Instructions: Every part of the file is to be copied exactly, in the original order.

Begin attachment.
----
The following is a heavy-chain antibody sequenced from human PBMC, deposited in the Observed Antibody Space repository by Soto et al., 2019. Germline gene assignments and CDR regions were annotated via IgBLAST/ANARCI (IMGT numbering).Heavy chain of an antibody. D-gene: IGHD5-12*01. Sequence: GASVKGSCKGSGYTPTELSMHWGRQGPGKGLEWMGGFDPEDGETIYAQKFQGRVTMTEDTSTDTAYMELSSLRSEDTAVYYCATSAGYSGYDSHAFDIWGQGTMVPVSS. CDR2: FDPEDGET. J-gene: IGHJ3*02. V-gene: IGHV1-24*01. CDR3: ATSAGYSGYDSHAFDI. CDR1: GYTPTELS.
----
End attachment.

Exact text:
The following is a heavy-chain antibody sequenced from human PBMC, deposited in the Observed Antibody Space repository by Soto et al., 2019. Germline gene assignments and CDR regions were annotated via IgBLAST/ANARCI (IMGT numbering).Heavy chain of an antibody. D-gene: IGHD5-12*01. Sequence: GASVKGSCKGSGYTPTELSMHWGRQGPGKGLEWMGGFDPEDGETIYAQKFQGRVTMTEDTSTDTAYMELSSLRSEDTAVYYCATSAGYSGYDSHAFDIWGQGTMVPVSS. CDR2: FDPEDGET. J-gene: IGHJ3*02. V-gene: IGHV1-24*01. CDR3: ATSAGYSGYDSHAFDI. CDR1: GYTPTELS.